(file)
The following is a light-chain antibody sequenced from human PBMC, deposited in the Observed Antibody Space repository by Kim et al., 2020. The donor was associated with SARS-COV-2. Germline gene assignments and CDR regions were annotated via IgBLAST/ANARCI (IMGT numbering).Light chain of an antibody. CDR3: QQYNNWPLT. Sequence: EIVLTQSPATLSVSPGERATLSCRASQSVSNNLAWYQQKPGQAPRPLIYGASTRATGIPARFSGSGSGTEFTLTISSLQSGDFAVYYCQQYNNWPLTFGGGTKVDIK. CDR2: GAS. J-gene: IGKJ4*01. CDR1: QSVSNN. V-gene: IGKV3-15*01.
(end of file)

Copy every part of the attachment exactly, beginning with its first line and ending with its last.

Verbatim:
The following is a light-chain antibody sequenced from human PBMC, deposited in the Observed Antibody Space repository by Kim et al., 2020. The donor was associated with SARS-COV-2. Germline gene assignments and CDR regions were annotated via IgBLAST/ANARCI (IMGT numbering).Light chain of an antibody. CDR3: QQYNNWPLT. Sequence: EIVLTQSPATLSVSPGERATLSCRASQSVSNNLAWYQQKPGQAPRPLIYGASTRATGIPARFSGSGSGTEFTLTISSLQSGDFAVYYCQQYNNWPLTFGGGTKVDIK. CDR2: GAS. J-gene: IGKJ4*01. CDR1: QSVSNN. V-gene: IGKV3-15*01.